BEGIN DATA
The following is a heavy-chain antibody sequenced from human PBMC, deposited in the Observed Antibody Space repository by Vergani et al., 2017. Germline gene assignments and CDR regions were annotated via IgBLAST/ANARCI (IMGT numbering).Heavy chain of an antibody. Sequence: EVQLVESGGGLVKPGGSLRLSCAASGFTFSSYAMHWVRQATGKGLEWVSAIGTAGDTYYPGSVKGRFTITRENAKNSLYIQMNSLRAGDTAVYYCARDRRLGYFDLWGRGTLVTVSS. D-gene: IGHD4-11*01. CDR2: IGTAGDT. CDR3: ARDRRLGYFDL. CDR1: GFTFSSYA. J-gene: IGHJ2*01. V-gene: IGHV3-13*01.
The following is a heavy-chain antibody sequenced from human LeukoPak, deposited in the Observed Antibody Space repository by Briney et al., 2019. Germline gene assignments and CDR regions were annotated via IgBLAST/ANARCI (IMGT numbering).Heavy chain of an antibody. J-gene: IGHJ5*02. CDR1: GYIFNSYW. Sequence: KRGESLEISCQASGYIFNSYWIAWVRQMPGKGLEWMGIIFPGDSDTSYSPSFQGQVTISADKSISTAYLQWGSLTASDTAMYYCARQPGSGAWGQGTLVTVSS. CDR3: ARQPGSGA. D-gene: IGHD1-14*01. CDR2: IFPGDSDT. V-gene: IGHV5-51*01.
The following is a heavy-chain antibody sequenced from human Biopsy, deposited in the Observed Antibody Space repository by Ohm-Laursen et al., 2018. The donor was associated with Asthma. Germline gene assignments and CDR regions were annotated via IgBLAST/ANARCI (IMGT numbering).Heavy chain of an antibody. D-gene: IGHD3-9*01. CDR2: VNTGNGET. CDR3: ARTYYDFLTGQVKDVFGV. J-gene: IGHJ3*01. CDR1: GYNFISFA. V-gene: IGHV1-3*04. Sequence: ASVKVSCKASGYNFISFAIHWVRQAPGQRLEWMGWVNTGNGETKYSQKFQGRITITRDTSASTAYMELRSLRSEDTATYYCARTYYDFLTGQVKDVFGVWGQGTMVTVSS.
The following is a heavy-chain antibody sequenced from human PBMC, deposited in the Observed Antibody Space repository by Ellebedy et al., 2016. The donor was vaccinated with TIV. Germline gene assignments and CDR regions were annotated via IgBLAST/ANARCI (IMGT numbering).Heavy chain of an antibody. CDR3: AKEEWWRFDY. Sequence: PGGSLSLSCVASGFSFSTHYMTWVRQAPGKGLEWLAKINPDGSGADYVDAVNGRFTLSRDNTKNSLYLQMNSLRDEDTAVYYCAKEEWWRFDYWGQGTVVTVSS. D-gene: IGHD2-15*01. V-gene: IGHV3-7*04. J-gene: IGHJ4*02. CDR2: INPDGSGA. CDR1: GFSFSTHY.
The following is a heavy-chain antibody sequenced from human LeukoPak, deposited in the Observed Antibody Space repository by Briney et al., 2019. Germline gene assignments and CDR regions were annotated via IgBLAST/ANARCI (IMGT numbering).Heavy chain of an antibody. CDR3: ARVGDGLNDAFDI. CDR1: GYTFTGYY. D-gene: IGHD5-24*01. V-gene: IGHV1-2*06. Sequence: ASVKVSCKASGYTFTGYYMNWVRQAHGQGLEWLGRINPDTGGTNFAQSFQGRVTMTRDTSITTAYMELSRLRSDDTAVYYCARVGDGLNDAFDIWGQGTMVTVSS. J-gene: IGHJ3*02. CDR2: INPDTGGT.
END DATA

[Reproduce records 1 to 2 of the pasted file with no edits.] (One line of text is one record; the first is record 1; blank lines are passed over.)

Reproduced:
The following is a heavy-chain antibody sequenced from human PBMC, deposited in the Observed Antibody Space repository by Vergani et al., 2017. Germline gene assignments and CDR regions were annotated via IgBLAST/ANARCI (IMGT numbering).Heavy chain of an antibody. Sequence: EVQLVESGGGLVKPGGSLRLSCAASGFTFSSYAMHWVRQATGKGLEWVSAIGTAGDTYYPGSVKGRFTITRENAKNSLYIQMNSLRAGDTAVYYCARDRRLGYFDLWGRGTLVTVSS. D-gene: IGHD4-11*01. CDR2: IGTAGDT. CDR3: ARDRRLGYFDL. CDR1: GFTFSSYA. J-gene: IGHJ2*01. V-gene: IGHV3-13*01.
The following is a heavy-chain antibody sequenced from human LeukoPak, deposited in the Observed Antibody Space repository by Briney et al., 2019. Germline gene assignments and CDR regions were annotated via IgBLAST/ANARCI (IMGT numbering).Heavy chain of an antibody. J-gene: IGHJ5*02. CDR1: GYIFNSYW. Sequence: KRGESLEISCQASGYIFNSYWIAWVRQMPGKGLEWMGIIFPGDSDTSYSPSFQGQVTISADKSISTAYLQWGSLTASDTAMYYCARQPGSGAWGQGTLVTVSS. CDR3: ARQPGSGA. D-gene: IGHD1-14*01. CDR2: IFPGDSDT. V-gene: IGHV5-51*01.